Iranian women have been allowed to enter a sports stadium to watch a World Cup clash on a big screen.
It has been 37 years since women in the country were last allowed to attend football matches and other male-only sporting events.
Defying the ban has in the past meant punishment by arrest, a jail term, or fines. The ban does not apply to women from foreign countries.
The historic moment was captured with selfies and photos taken by football fans inside Tehran’s Azadi Stadium watching Iran take on tournament favourite Spain.
Women were pictured cheering as they watched a public screening of their country’s second match in the World Cup tournament.
The outcome (Iran 0 - 1 Spain) did not match the heights of their 1-nil win against Morocco, their first World Cup victory in 20 years. That last win was against the United States in 1998.
In what the Tehran provincial council called a one-off ruling, women were granted a permit to attend the Azadi and Takhti stadiums to view televised broadcasts of the match against Spain.
Female politician and women’s rights activist Tayebeh Siavoshi tweeted a picture of herself watching the game within the Azadi Stadium.
She said she hoped the permit by the council would lead to a broader lifting of the ban of women attending sporting events with men.
"If all goes well, this could be a prelude to the general lifting of the women's stadium ban," Tayebeh Siavoshi told Iranian Students News Agency (ISNA).
"Once spectators have shown their respect for the rules, we hope it will be possible to screen the Iran-Portugal game in the same stadium [on June 25] and that will mark the start of families attending matches played at the Azadi.”
A photo of a jubilant female football fan amid the crowd of spectators was also posted by Iran's national team on their Twitter account.
Iran national football team captain Masoud Shojaei he believed the World Cup was the wrong place to discuss the issue and feels it is better dealt with after the tournament.
The comments come despite his previous support for lifting the ban, according to media reports in Iran.
Activists also posted photos of women sitting with their families inside Azadi Stadium. Female football fans are shown with their arms in the air in celebration.
The photos were posted on the social media account OpenStadiums, a movement started by a female football fan in Iran who has been campaigning for the stadium ban to be overturned for the past 13 years.
According to OpenStadiums, October 5, 1981 was the last time Iranian women were allowed to enter a sporting stadium.
The event almost did not happen after organisers of the public screening at Azadi Stadium called it off "due to infrastructure difficulties". However, that did not deter fans who showed up at the stadium anyway.
After an hour-long standoff with police blocking the entrance to the stadium, authorities relented and allowed men, women and children to file through the gates.
Iranian activist detained in Russia
Iranian women's activist Maryam Qashqaei Shojaei and other fans had their protest banner taken down at the main stadium in the Russian city of Kazan, ahead of the match between Spain and Iran.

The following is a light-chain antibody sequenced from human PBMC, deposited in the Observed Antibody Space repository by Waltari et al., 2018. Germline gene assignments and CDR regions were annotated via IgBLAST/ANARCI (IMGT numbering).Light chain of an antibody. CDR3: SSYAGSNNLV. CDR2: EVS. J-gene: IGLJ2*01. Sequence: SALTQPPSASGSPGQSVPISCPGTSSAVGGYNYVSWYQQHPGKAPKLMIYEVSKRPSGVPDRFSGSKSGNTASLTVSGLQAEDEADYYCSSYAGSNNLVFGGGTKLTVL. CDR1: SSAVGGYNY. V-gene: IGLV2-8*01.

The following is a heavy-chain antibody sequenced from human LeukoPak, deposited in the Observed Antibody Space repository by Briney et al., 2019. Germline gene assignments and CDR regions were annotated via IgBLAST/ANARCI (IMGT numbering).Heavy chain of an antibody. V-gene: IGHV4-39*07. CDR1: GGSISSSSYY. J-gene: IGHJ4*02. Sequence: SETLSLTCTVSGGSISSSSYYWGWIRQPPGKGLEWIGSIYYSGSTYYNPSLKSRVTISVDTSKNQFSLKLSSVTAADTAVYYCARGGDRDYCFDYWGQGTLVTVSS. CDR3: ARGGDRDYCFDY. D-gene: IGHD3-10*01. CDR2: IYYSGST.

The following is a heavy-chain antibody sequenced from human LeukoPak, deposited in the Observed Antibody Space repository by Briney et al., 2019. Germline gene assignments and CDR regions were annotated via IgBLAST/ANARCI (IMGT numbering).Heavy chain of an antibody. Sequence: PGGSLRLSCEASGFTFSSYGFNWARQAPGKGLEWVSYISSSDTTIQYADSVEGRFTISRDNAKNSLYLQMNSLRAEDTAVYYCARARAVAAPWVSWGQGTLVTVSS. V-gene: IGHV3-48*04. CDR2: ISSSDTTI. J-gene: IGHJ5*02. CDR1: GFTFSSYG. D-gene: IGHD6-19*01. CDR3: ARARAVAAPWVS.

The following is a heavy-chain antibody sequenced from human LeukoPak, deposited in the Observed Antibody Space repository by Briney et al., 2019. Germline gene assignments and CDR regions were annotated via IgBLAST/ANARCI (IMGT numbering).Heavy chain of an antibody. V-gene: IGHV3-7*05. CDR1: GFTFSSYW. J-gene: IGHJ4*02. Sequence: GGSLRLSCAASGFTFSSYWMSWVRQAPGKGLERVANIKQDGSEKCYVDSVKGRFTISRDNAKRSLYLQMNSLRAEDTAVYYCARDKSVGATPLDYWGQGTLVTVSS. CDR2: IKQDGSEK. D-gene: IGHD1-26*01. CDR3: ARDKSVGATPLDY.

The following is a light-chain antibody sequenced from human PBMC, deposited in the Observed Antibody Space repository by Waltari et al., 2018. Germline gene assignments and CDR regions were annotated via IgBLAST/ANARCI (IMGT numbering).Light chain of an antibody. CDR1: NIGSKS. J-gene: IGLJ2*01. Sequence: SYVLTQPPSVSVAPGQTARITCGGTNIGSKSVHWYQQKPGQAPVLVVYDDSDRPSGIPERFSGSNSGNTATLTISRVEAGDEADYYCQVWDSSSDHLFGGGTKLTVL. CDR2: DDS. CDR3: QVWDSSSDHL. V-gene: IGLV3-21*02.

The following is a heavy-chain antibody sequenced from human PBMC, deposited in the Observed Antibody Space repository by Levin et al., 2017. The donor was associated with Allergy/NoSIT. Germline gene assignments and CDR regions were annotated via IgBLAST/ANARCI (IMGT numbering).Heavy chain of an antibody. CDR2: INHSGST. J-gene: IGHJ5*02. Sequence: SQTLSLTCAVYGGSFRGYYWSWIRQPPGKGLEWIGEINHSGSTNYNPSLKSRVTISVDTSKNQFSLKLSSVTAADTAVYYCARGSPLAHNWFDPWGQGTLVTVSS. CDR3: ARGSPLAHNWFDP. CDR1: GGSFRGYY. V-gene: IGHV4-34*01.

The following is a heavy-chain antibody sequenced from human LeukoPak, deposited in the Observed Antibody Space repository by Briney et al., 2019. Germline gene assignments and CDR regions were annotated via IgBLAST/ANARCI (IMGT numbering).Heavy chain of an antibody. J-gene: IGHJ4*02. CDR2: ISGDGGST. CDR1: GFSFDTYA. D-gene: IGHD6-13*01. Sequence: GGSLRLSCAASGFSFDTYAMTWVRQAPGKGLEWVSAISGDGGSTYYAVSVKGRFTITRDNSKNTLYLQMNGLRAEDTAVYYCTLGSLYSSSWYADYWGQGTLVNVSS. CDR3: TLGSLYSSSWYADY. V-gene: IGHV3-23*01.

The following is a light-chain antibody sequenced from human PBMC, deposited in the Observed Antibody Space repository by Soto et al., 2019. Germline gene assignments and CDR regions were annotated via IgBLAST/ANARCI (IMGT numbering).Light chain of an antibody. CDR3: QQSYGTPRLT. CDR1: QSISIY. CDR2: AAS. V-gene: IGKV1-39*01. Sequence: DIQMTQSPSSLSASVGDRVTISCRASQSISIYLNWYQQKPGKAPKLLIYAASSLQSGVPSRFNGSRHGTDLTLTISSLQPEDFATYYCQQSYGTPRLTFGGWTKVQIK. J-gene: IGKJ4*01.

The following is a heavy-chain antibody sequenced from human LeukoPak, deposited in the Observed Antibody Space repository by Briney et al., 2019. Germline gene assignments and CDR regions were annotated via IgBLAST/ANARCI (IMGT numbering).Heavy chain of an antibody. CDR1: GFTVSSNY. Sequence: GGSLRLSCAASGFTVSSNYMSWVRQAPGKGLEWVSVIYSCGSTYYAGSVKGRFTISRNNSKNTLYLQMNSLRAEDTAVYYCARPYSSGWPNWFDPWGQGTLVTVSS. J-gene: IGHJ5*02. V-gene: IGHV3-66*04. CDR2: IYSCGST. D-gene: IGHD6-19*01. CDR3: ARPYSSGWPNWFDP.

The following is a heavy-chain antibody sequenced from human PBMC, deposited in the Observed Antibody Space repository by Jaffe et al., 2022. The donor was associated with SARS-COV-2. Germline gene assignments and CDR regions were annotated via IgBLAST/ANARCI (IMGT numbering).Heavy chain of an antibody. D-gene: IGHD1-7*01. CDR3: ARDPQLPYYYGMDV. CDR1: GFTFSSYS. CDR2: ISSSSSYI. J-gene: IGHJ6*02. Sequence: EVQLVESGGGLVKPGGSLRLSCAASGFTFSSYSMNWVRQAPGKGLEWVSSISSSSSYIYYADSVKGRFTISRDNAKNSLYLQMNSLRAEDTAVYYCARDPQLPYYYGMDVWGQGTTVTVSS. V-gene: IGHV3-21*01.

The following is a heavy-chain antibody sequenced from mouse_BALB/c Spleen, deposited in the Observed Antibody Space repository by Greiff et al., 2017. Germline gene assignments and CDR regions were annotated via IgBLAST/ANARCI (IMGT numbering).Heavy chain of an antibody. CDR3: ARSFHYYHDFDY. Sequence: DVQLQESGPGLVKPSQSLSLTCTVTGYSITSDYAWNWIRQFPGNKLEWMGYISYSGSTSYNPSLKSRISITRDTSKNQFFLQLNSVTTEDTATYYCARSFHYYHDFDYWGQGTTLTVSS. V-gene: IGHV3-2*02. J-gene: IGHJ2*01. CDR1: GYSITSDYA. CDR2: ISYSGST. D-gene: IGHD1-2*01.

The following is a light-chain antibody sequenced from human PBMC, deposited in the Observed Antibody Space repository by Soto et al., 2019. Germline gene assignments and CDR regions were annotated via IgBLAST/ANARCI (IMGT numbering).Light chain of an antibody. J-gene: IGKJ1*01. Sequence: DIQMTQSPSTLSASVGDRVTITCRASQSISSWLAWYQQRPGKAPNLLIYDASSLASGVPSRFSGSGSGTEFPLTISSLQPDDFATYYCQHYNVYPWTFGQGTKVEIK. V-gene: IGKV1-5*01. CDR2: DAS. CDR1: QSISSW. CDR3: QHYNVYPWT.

On the banner were printed the words "#NoBan4Women" and "Support Iranian women to attend stadiums.
Ms Shojaei said she was detained for two hours by security officials.
"When I was trying to get in with my banner, security told me I can't take it in," she told Reuters news agency by phone from Kazan.
"I showed them my approval. They searched me and held me two hours and took the banner."
Ahead of the World Cup tournament, Ms Shojaei launched an calling on FIFA President Gianni Infantino to put pressure on Iran to end the stadium ban.
The petition has garnered over 64,000 signatures and organisers are aiming for 100,000.
In May, Infantino said he had spoken to Iranian President Hassan Rouhani and had been told there were imminent plans to allow women to attend matches in the country.
Protecting women from a ‘masculine’ atmosphere
Authorities have banned women from attending sporting stadiums since the 1979 Islamic revolution.
The ban extends to watching matches in public spaces, cafes or restaurants that might also be attended by men.
Iranian clerics say the ban protects women from the “masculine” atmosphere where there is vulgar language and behaviour.
The ban on female attendance at sporting stadiums has concentrated on the most popular sport in Iran, football.
That has not stopped female football fans from trying to circumvent the ban. Earlier this year in April, female fans put on fake beards and wigs to attend a major game in Azadi Stadium.
Iranian authorities received harsh criticism in March when at the football match between Tehran teams Esteqlal and Persepolis.
The subject was also explored in 2006 film Offside, directed by Jafar Panahi, which featured the story of a group of girls who dress up as boys to enter Tehran’s Azadi stadium to watch the World Cup qualifying playoff between Iran and Bahrain.
In June 2015, President Hassan Rouhani's government granted a partial exception to the stadium ban, allowing women to attend a volleyball game in Tehran from a designated section of the stands.